Russia and Iran increased their direct military support for Bashar al-Asad in September 2015, and some perceived Russia’s intervention as a means to preempt Turkey and the U.S.-led coalition from creating a “no-fly” or “safe” zone along Turkey’s southern border with Syria that would have shielded the anti-Asad rebels from the regime’s air power.
However, it appears the Russia-Turkey relationship had already started to fray. In late 2014, Erdoğan called Putin to tell him that Turkey could no longer tolerate the scale of human slaughter taking place in Syria. Apparently, the call infuriated Putin, who warned Erdoğan to stay out of Syria’s internal affairs. In April 2015, after Turkey publicly criticized Russia’s policies towards the Tatars in Crimea, Putin responded by publicly recognizing the Armenian genocide at a ceremony in Yerevan. In June 2015, as Russia was laying the groundwork for its September military deployment to Syria, Putin and Erdoğan were said to have had a very uncomfortable meeting in a Baku hotel. The split deepened further in August with Erdoğan’s public declaration that Russia was willing to sacrifice Asad. Putin allegedly responded by summoning the Turkish ambassador to Moscow, Ümit Yardım, to denounce Erdoğan, personally, and Turkey’s policy in Syria, generally.
In October 2015, tension between the two states moved from the diplomatic to the military sphere as a result of two incidents of Russian jets penetrating Turkish air space. To be sure, it was not the first time Turkish air space had been violated during the Syrian war. In June 2012, a Turkish reconnaissance plane was shot down over the Mediterranean by an unidentified anti-aircraft missile. This event led Turkey to re-examine its rules of engagement along the entire Syrian border. As a result, in March 2014, a Syrian jet, in May 2015 a Syrian helicopter, and in October 2015 an unidentified unmanned aerial vehicle (UAV), were shot down by the Turkish air force when they entered Turkish airspace without permission.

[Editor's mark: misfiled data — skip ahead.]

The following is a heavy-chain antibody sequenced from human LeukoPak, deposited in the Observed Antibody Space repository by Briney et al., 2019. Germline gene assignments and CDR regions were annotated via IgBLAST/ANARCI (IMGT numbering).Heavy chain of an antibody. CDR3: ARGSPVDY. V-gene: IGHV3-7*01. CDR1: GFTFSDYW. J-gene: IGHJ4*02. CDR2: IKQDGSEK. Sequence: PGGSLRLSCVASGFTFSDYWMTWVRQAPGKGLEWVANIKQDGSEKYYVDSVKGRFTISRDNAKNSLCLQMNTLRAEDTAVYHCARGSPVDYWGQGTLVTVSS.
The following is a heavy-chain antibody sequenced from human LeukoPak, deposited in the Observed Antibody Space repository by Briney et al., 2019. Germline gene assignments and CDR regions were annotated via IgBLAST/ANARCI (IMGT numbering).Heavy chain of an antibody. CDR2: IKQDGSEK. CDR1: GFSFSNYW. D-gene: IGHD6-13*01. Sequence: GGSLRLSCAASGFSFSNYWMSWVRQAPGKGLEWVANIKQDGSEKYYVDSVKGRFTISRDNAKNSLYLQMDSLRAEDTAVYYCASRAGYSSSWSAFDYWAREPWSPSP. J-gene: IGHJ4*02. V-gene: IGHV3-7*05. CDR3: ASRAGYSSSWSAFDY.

In the aftermath of Turkey’s November 24 attack on the Russian bomber, there were immediate consequences on the ground in Syria. In order to close off Syrian air space, deter the Turkish air force, and maintain security for Russian planes and Asad’s forces, Moscow deployed its most advanced air defense system (S-400) to the Hmeymim air base in Latakia and provided the Asad regime with the S-300 air defense system. Russia also appears to be expanding its air force’s presence in Syria, deploying additional planes at the T4 Syrian military airport (Tiyas) and the al-Shaʿayrat airport, both of which are located in the Homs area. Russia’s air force also targeted Turkish convoys supplying the Turkmen in Northern Syria.
In addition, Russia has accused Turkey of purchasing the Islamic State’s oil, and Putin scolded Turkey’s leadership for “Islamicizing” the country. Russia also canceled the visa exemption agreement the two countries. Yet apart from the saber rattling and the tit-for-tat war of words, Putin’s took care to avoid escalating the incident into a direct confrontation that would involve NATO. In a speech to the Russian Federal Assembly, he alluded to scores that would be settled on Russia’s terms. He said that if they [Turkey] “expected a nervous or hysterical reaction from us, if they wanted to see us become a danger to ourselves as much as to the world, they won't get it. They won't get any response meant for show or even for immediate political gain. They won't get it.” Russia opted for economic sanctions instead of a direct military response.